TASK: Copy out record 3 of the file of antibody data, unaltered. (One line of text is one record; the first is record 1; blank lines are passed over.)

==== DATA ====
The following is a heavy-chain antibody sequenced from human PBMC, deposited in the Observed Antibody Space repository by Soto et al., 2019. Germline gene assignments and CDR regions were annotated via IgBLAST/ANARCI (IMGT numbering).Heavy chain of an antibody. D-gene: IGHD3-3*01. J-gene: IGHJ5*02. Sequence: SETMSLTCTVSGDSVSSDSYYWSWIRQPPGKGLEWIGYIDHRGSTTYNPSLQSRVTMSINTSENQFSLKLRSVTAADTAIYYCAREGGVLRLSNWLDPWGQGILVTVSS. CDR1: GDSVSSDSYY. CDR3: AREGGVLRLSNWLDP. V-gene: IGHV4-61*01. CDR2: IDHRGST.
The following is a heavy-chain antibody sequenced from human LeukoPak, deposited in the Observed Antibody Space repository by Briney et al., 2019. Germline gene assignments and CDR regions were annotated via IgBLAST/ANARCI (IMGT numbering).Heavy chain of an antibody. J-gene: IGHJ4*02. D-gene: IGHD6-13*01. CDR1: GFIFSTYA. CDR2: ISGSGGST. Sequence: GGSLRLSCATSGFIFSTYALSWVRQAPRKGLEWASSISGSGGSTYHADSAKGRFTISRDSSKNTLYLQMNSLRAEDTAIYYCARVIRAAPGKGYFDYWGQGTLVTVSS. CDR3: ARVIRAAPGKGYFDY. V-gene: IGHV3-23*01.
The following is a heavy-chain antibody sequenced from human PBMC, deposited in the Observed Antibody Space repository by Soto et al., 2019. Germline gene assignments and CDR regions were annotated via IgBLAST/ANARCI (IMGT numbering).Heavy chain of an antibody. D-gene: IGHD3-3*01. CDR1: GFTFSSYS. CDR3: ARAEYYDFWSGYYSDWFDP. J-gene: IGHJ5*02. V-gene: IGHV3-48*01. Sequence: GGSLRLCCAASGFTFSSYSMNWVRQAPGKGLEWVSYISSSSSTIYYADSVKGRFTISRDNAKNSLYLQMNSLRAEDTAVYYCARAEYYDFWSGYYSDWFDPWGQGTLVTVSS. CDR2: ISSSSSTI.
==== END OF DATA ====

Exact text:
The following is a heavy-chain antibody sequenced from human PBMC, deposited in the Observed Antibody Space repository by Soto et al., 2019. Germline gene assignments and CDR regions were annotated via IgBLAST/ANARCI (IMGT numbering).Heavy chain of an antibody. D-gene: IGHD3-3*01. CDR1: GFTFSSYS. CDR3: ARAEYYDFWSGYYSDWFDP. J-gene: IGHJ5*02. V-gene: IGHV3-48*01. Sequence: GGSLRLCCAASGFTFSSYSMNWVRQAPGKGLEWVSYISSSSSTIYYADSVKGRFTISRDNAKNSLYLQMNSLRAEDTAVYYCARAEYYDFWSGYYSDWFDPWGQGTLVTVSS. CDR2: ISSSSSTI.